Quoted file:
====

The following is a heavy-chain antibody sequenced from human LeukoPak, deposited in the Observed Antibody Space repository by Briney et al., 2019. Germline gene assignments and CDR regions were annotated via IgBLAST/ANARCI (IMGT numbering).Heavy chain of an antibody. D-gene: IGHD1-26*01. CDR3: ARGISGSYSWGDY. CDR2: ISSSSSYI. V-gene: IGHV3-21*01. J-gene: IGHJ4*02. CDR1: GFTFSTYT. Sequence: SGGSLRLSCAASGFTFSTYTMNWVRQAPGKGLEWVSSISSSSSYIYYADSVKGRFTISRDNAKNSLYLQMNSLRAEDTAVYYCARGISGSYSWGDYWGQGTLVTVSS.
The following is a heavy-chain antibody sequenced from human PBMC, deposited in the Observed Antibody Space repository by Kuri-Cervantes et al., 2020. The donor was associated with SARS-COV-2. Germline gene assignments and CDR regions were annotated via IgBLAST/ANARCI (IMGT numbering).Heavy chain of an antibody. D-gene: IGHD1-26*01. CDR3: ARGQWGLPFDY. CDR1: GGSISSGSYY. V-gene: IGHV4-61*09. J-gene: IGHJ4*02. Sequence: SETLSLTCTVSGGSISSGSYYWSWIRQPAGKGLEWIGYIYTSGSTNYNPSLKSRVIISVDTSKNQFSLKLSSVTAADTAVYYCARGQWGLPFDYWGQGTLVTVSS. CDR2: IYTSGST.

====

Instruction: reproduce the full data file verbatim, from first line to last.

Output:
The following is a heavy-chain antibody sequenced from human LeukoPak, deposited in the Observed Antibody Space repository by Briney et al., 2019. Germline gene assignments and CDR regions were annotated via IgBLAST/ANARCI (IMGT numbering).Heavy chain of an antibody. D-gene: IGHD1-26*01. CDR3: ARGISGSYSWGDY. CDR2: ISSSSSYI. V-gene: IGHV3-21*01. J-gene: IGHJ4*02. CDR1: GFTFSTYT. Sequence: SGGSLRLSCAASGFTFSTYTMNWVRQAPGKGLEWVSSISSSSSYIYYADSVKGRFTISRDNAKNSLYLQMNSLRAEDTAVYYCARGISGSYSWGDYWGQGTLVTVSS.
The following is a heavy-chain antibody sequenced from human PBMC, deposited in the Observed Antibody Space repository by Kuri-Cervantes et al., 2020. The donor was associated with SARS-COV-2. Germline gene assignments and CDR regions were annotated via IgBLAST/ANARCI (IMGT numbering).Heavy chain of an antibody. D-gene: IGHD1-26*01. CDR3: ARGQWGLPFDY. CDR1: GGSISSGSYY. V-gene: IGHV4-61*09. J-gene: IGHJ4*02. Sequence: SETLSLTCTVSGGSISSGSYYWSWIRQPAGKGLEWIGYIYTSGSTNYNPSLKSRVIISVDTSKNQFSLKLSSVTAADTAVYYCARGQWGLPFDYWGQGTLVTVSS. CDR2: IYTSGST.